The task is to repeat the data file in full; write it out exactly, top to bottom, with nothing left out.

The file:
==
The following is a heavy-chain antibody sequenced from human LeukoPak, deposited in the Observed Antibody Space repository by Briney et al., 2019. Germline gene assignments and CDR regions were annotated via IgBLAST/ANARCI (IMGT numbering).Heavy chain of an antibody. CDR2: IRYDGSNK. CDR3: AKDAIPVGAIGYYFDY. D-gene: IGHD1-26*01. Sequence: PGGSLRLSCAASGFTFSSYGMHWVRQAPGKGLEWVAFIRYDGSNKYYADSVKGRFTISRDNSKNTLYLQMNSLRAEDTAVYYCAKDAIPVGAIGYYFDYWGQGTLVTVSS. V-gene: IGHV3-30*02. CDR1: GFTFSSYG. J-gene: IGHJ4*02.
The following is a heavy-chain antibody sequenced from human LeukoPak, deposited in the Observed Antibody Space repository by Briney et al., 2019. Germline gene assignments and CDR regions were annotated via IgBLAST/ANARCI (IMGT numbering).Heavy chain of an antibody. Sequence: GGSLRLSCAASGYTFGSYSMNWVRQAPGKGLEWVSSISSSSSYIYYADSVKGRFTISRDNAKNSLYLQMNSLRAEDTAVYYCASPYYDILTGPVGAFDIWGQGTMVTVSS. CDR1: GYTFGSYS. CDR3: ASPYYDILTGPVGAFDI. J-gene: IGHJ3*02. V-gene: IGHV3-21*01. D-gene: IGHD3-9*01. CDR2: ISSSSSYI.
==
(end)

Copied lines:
The following is a heavy-chain antibody sequenced from human LeukoPak, deposited in the Observed Antibody Space repository by Briney et al., 2019. Germline gene assignments and CDR regions were annotated via IgBLAST/ANARCI (IMGT numbering).Heavy chain of an antibody. CDR2: IRYDGSNK. CDR3: AKDAIPVGAIGYYFDY. D-gene: IGHD1-26*01. Sequence: PGGSLRLSCAASGFTFSSYGMHWVRQAPGKGLEWVAFIRYDGSNKYYADSVKGRFTISRDNSKNTLYLQMNSLRAEDTAVYYCAKDAIPVGAIGYYFDYWGQGTLVTVSS. V-gene: IGHV3-30*02. CDR1: GFTFSSYG. J-gene: IGHJ4*02.
The following is a heavy-chain antibody sequenced from human LeukoPak, deposited in the Observed Antibody Space repository by Briney et al., 2019. Germline gene assignments and CDR regions were annotated via IgBLAST/ANARCI (IMGT numbering).Heavy chain of an antibody. Sequence: GGSLRLSCAASGYTFGSYSMNWVRQAPGKGLEWVSSISSSSSYIYYADSVKGRFTISRDNAKNSLYLQMNSLRAEDTAVYYCASPYYDILTGPVGAFDIWGQGTMVTVSS. CDR1: GYTFGSYS. CDR3: ASPYYDILTGPVGAFDI. J-gene: IGHJ3*02. V-gene: IGHV3-21*01. D-gene: IGHD3-9*01. CDR2: ISSSSSYI.